By Carly Reiner

Then Jesus said to his disciples, “Whoever wants to be my disciple must deny themselves and take up their cross and follow me.”  Matthew 16:24

I have been thinking a lot lately about what it means to be a disciple and to deny myself. When I read this verse it doesn’t exactly sit well. Self-denial and cross bearing doesn’t seem like something I want to dive into. You don’t see too many sermons preached on this verse…maybe because it seems painful and maybe because there aren’t necessarily practical guidelines on how to do this. Our society today is not one that values self-denial, but rather self-indulgence. We value strength, security, and power. In this broken system, we create illusions that blind us to the things that are truly life-giving. Self-denial can sound like a negative thing, something that breaks us down or is self-deprecating, refraining from things that bring us “pleasure”. However, I don’t think that’s what Jesus means when he talks about dying to self.

Jesus asks us to lose our lives in a much different way, in a way that exposes the truth about the way things really are. We are not dying to the self that God created us to be, but rather the self that the world has molded us into and the sin that has corrupted our very nature. It requires shedding light on the things that we have been depending on or placing value in that do not give us life or further God’s Kingdom. We must put to death the things that breed our selfishness, our images of power, our desire to be right, our quickness to seek revenge, our tendency to put up walls between ourselves and those who are different from us, our laziness, our materialism, our urge to save our own lives. Shedding light on these things can feel like death and can often look like death to the world around us, but it is through this death that we gain new or resurrected life. Self-denial is a way of letting go of our pursuit to find everlasting joy in earthly things or things that impede our relationship with God. It is another way that God call us to herself, to pursue our deepest joy.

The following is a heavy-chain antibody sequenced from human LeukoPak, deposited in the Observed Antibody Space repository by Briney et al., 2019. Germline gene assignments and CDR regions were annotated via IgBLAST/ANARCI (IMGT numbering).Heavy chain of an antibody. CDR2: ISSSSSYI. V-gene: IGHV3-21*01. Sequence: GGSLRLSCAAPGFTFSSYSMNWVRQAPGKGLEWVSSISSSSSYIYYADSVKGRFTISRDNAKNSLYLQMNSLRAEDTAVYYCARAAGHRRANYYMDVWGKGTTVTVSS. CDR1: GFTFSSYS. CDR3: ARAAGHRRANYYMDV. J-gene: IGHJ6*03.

Following Jesus means submitting, accepting our own weakness and powerlessness and allowing God to transform those things through surrendering control of our own lives.

The reality of Christ dying on the cross reveals to us the uselessness of power as the King of the universe came and died the most humiliating death possible in order to serve us…that we may have life. He never said to anyone, “Do you know who I am?” but instead humbled himself so that we might receive redemption. In the same way, through the same process of death and resurrection, we are being sanctified and God is transforming the world.

So..we must wake up every day with humility and with a heart to serve. We can start in the smallest of ways, like cleaning up after someone or helping out a friend or stranger. There are so many things I could do in my daily life to deny my selfish motives and instead serve the people around me. We must open our eyes to any ways we can serve others and try our hardest to put others before ourselves, even the people that aren’t serving or loving us…especially those people. From these acts of service and love, the Kingdom of God will follow and our hearts will begin to be transformed.

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1 Response to Self-denial?

  1. Jeannine Uzel says:

    Such powerful imagery here! Thank you for admonishing us all to put others first and ourselves last, so we can truly be servants. Thank you for sharing your insights- a timely reflection in Lent for us all!

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